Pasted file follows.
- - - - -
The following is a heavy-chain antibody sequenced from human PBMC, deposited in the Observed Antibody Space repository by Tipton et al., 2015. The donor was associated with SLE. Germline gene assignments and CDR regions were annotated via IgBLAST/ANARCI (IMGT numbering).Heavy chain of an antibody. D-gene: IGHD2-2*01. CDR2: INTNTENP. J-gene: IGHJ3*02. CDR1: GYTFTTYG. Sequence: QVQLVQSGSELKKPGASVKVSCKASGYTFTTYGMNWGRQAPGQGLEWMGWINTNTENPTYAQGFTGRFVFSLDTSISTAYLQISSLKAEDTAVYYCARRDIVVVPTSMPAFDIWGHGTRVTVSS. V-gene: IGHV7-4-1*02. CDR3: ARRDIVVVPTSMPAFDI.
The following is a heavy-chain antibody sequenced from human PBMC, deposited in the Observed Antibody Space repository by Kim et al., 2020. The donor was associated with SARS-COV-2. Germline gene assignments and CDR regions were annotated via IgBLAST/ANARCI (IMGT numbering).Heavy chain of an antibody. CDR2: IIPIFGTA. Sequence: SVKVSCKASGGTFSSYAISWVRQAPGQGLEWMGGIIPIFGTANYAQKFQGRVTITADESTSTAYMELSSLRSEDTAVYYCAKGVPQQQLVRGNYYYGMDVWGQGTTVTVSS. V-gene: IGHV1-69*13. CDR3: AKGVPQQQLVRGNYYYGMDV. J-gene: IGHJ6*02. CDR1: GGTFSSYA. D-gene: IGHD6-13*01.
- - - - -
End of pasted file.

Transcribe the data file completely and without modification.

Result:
The following is a heavy-chain antibody sequenced from human PBMC, deposited in the Observed Antibody Space repository by Tipton et al., 2015. The donor was associated with SLE. Germline gene assignments and CDR regions were annotated via IgBLAST/ANARCI (IMGT numbering).Heavy chain of an antibody. D-gene: IGHD2-2*01. CDR2: INTNTENP. J-gene: IGHJ3*02. CDR1: GYTFTTYG. Sequence: QVQLVQSGSELKKPGASVKVSCKASGYTFTTYGMNWGRQAPGQGLEWMGWINTNTENPTYAQGFTGRFVFSLDTSISTAYLQISSLKAEDTAVYYCARRDIVVVPTSMPAFDIWGHGTRVTVSS. V-gene: IGHV7-4-1*02. CDR3: ARRDIVVVPTSMPAFDI.
The following is a heavy-chain antibody sequenced from human PBMC, deposited in the Observed Antibody Space repository by Kim et al., 2020. The donor was associated with SARS-COV-2. Germline gene assignments and CDR regions were annotated via IgBLAST/ANARCI (IMGT numbering).Heavy chain of an antibody. CDR2: IIPIFGTA. Sequence: SVKVSCKASGGTFSSYAISWVRQAPGQGLEWMGGIIPIFGTANYAQKFQGRVTITADESTSTAYMELSSLRSEDTAVYYCAKGVPQQQLVRGNYYYGMDVWGQGTTVTVSS. V-gene: IGHV1-69*13. CDR3: AKGVPQQQLVRGNYYYGMDV. J-gene: IGHJ6*02. CDR1: GGTFSSYA. D-gene: IGHD6-13*01.